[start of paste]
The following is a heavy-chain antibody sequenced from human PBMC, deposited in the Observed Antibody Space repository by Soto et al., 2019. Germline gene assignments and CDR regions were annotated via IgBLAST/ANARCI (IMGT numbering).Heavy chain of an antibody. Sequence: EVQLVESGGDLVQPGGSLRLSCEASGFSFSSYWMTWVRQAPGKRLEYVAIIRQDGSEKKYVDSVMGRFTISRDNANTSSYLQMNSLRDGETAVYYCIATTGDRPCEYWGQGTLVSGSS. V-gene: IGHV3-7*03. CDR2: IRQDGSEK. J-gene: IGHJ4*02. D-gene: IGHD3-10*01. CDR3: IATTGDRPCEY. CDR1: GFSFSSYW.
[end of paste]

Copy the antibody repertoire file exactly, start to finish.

The following is a heavy-chain antibody sequenced from human PBMC, deposited in the Observed Antibody Space repository by Soto et al., 2019. Germline gene assignments and CDR regions were annotated via IgBLAST/ANARCI (IMGT numbering).Heavy chain of an antibody. Sequence: EVQLVESGGDLVQPGGSLRLSCEASGFSFSSYWMTWVRQAPGKRLEYVAIIRQDGSEKKYVDSVMGRFTISRDNANTSSYLQMNSLRDGETAVYYCIATTGDRPCEYWGQGTLVSGSS. V-gene: IGHV3-7*03. CDR2: IRQDGSEK. J-gene: IGHJ4*02. D-gene: IGHD3-10*01. CDR3: IATTGDRPCEY. CDR1: GFSFSSYW.